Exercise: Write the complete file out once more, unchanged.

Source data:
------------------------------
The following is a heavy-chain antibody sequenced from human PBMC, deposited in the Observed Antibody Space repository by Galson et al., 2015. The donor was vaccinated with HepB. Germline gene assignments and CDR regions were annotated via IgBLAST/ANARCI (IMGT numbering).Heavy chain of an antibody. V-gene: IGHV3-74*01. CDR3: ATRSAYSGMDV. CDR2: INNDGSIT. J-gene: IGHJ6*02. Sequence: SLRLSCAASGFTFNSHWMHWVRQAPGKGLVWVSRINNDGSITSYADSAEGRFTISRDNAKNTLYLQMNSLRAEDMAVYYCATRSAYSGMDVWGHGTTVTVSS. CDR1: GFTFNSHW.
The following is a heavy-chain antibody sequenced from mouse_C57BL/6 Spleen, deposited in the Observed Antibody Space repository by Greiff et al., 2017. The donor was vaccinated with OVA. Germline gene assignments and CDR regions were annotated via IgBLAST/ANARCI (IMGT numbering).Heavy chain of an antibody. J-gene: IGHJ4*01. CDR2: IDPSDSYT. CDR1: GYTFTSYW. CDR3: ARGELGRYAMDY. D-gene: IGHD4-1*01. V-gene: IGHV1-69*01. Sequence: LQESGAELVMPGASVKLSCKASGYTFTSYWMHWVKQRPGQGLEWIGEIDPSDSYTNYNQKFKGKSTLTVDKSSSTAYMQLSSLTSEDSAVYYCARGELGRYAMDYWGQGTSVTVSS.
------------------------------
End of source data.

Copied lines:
The following is a heavy-chain antibody sequenced from human PBMC, deposited in the Observed Antibody Space repository by Galson et al., 2015. The donor was vaccinated with HepB. Germline gene assignments and CDR regions were annotated via IgBLAST/ANARCI (IMGT numbering).Heavy chain of an antibody. V-gene: IGHV3-74*01. CDR3: ATRSAYSGMDV. CDR2: INNDGSIT. J-gene: IGHJ6*02. Sequence: SLRLSCAASGFTFNSHWMHWVRQAPGKGLVWVSRINNDGSITSYADSAEGRFTISRDNAKNTLYLQMNSLRAEDMAVYYCATRSAYSGMDVWGHGTTVTVSS. CDR1: GFTFNSHW.
The following is a heavy-chain antibody sequenced from mouse_C57BL/6 Spleen, deposited in the Observed Antibody Space repository by Greiff et al., 2017. The donor was vaccinated with OVA. Germline gene assignments and CDR regions were annotated via IgBLAST/ANARCI (IMGT numbering).Heavy chain of an antibody. J-gene: IGHJ4*01. CDR2: IDPSDSYT. CDR1: GYTFTSYW. CDR3: ARGELGRYAMDY. D-gene: IGHD4-1*01. V-gene: IGHV1-69*01. Sequence: LQESGAELVMPGASVKLSCKASGYTFTSYWMHWVKQRPGQGLEWIGEIDPSDSYTNYNQKFKGKSTLTVDKSSSTAYMQLSSLTSEDSAVYYCARGELGRYAMDYWGQGTSVTVSS.